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Hanly, M.A. (2009). Sibling Jealousy and Aesthetic Ambiguity in Austen's Pride and Prejudice. Psychoanal Q., 78(2):445-468.

(2009). Psychoanalytic Quarterly, 78(2):445-468

Sibling Jealousy and Aesthetic Ambiguity in Austen's Pride and Prejudice

Margaret Ann Fitzpatrick Hanly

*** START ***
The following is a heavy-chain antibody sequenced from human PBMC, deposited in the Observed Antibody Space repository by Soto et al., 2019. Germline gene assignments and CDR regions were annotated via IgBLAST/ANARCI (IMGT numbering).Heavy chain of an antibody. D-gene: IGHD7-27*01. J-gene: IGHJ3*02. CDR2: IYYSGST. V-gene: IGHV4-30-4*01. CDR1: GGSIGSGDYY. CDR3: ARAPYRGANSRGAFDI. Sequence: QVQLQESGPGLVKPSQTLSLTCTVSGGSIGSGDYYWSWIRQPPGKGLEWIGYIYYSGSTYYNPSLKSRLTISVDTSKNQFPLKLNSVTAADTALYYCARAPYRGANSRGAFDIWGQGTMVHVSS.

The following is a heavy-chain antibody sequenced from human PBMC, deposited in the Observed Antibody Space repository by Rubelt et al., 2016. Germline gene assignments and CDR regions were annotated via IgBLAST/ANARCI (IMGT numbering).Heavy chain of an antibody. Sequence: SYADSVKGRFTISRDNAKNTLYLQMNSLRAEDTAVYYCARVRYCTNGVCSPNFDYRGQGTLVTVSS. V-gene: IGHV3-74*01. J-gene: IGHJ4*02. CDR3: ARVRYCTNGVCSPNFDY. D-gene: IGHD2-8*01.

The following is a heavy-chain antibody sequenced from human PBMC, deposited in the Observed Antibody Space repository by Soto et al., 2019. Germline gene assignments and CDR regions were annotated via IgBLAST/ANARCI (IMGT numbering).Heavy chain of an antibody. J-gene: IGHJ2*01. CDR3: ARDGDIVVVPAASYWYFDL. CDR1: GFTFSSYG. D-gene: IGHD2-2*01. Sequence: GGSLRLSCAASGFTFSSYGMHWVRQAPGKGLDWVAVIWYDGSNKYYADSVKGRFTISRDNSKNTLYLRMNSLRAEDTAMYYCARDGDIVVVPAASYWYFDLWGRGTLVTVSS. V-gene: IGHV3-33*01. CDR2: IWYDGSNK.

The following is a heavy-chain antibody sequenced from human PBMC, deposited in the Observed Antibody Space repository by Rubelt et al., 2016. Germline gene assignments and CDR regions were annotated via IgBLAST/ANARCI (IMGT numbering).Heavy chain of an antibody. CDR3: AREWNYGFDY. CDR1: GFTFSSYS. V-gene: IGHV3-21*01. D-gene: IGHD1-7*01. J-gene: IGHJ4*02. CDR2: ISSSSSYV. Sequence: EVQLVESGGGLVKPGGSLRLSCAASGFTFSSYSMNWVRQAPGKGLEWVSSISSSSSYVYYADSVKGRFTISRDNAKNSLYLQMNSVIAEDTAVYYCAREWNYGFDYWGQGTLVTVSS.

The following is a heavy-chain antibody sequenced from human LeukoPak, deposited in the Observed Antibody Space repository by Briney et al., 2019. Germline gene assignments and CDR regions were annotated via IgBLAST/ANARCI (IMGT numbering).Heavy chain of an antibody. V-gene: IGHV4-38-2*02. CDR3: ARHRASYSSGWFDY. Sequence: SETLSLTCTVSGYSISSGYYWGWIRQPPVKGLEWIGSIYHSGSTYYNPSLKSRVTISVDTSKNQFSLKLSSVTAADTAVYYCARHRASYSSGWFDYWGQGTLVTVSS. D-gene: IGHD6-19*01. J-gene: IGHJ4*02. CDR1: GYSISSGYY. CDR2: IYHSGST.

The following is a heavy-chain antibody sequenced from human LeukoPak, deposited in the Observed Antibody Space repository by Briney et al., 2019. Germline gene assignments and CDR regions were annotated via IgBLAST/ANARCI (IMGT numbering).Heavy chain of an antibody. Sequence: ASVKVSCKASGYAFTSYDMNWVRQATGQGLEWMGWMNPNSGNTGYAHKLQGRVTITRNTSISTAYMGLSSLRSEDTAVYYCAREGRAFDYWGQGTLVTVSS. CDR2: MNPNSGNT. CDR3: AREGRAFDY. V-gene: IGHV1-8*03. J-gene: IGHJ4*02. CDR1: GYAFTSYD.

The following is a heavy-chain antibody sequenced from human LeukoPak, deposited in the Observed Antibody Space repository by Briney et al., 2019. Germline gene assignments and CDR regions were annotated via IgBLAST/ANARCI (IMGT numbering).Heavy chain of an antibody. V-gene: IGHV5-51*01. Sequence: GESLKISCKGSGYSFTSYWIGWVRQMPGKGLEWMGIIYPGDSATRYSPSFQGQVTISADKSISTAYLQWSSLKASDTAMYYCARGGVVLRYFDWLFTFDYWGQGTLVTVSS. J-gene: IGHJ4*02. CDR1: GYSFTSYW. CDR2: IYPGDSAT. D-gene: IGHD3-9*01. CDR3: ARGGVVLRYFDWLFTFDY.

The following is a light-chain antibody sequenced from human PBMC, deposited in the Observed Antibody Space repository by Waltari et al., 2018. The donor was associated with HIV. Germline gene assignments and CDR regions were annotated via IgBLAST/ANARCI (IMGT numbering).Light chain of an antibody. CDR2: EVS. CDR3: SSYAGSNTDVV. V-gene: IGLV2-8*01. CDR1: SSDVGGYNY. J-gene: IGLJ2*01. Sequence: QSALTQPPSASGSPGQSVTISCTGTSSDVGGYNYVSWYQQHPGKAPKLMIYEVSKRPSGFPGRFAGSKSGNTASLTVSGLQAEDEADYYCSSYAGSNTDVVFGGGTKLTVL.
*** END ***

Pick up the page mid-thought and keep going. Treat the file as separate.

Jane Austen's most popular novel, Pride and Prejudice (1813), illuminates and is illuminated by psychoanalytic aesthetics. When Austen dramatizes unconscious oedipal/sibling rivalries, irony acts as a type of aesthetic ambiguity (E. Kris 1952). A psychoanalytic perspective shows that Austen uses a grammar of negatives (negation, denial, minimization) to achieve the dual meanings of irony, engaging the reader's unconscious instinctual satisfactions, while at the same time protecting the reader from unpleasant affects. Austen's plot, which portrays regressions driven by sibling jealousy, reveals that a new tolerance of remorse and depression in her heroine and hero leads to psychic growth.

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